Small businesses — those with fewer than 100 employees — fuel San Diego’s economy. They represent 98 percent of our firms and nearly 60 percent of our workforce. For a long time, the general narrative around supporting small business has been a call to action for people to “shop local.” That’s great, but it’s not enough.
Last week, the Trump administration announced its intent to roll back fuel efficiency standards for cars and trucks sold in the United States through 2026, and to eliminate states’ authority to set their own, more stringent pollution standards. The move is backward looking for American business, consumers and the environment.
“You mean it gets better?” a female veteran asks Olga, a certified peer specialist working at the Department of Veterans Affairs. For the last decade, Olga has served as an integral part of the VA’s peer specialist program in Dallas.
During district work periods, the days there are no votes in Congress, I spend my time visiting local businesses and attending events throughout San Diego, and hosting meetings in my office with constituents. Meeting new people throughout my district and hearing how the federal government is helping—or hurting—them is one of the best, and most important, parts of the job.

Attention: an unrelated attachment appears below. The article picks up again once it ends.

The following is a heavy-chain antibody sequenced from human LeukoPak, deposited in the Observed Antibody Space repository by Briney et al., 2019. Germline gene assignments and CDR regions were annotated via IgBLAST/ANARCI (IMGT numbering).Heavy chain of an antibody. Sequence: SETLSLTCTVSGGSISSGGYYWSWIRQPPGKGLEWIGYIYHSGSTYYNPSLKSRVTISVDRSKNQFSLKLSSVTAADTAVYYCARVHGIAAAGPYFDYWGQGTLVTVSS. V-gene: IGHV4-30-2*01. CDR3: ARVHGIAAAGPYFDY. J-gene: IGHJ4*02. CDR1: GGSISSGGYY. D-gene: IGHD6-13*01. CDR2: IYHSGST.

The United States entered the 21st century as the world’s undeniable economic leader.
San Diegans celebrate our partnership in the national defense. We’re a home port for Navy vessels and a center of Marine Corps recruiting and training. We’re an officially designated Coast Guard City. We’re home to shipyards for construction and repair, companies that specialize in unmanned vehicle technology, and a center of cybersecurity excellence.
When I was first elected to Congress in 2013, I met with retired U.S. Navy Rear Adm. Ronne Froman, who had formerly commanded Navy Region Southwest in the congressional district I represent. I told her I planned to form a veterans’ advisory committee and asked her to lead it. In her no-nonsense Navy fashion, she promptly turned to me and said, “Scott, that’s a terrible idea.”
BY SCOTT PETERS
America is founded on the promise that if you work hard and play by the rules then you will have a fair shot at making a better life.
In February, in his joint address to Congress, President Trump promised to work with both parties to promote clean air and clean water. The president’s actions, however, do not reflect the words he delivered to us that day. Among his first actions: appointing an Environmental Protection Agency administrator who made his name trying to block that very agency from keeping our water clean.